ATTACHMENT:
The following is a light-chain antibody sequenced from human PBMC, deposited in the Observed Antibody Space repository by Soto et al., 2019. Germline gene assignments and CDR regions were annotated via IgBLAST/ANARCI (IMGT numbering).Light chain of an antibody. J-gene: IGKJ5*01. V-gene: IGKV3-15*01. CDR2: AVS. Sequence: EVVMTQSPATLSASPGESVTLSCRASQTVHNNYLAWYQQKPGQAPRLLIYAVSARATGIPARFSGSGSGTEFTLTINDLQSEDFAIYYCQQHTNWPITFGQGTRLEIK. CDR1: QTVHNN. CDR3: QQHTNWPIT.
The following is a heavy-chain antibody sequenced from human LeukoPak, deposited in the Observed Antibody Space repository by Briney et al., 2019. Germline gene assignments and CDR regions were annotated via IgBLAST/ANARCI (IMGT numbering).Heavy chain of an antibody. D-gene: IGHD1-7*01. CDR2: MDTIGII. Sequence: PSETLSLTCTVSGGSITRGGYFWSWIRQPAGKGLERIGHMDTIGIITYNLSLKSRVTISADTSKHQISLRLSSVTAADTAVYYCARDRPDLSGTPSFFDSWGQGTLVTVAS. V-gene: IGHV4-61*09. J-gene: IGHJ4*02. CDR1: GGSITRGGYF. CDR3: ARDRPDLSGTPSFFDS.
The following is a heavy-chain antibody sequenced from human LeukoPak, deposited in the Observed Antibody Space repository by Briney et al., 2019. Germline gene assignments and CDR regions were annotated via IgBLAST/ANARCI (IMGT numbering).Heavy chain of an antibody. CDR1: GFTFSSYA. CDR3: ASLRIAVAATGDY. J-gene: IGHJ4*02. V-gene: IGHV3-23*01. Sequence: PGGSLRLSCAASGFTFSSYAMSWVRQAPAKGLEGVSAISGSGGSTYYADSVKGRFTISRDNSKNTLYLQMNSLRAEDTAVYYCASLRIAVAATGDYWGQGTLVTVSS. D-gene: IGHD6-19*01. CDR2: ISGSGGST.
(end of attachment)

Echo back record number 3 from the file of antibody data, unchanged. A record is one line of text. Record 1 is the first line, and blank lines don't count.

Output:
The following is a heavy-chain antibody sequenced from human LeukoPak, deposited in the Observed Antibody Space repository by Briney et al., 2019. Germline gene assignments and CDR regions were annotated via IgBLAST/ANARCI (IMGT numbering).Heavy chain of an antibody. CDR1: GFTFSSYA. CDR3: ASLRIAVAATGDY. J-gene: IGHJ4*02. V-gene: IGHV3-23*01. Sequence: PGGSLRLSCAASGFTFSSYAMSWVRQAPAKGLEGVSAISGSGGSTYYADSVKGRFTISRDNSKNTLYLQMNSLRAEDTAVYYCASLRIAVAATGDYWGQGTLVTVSS. D-gene: IGHD6-19*01. CDR2: ISGSGGST.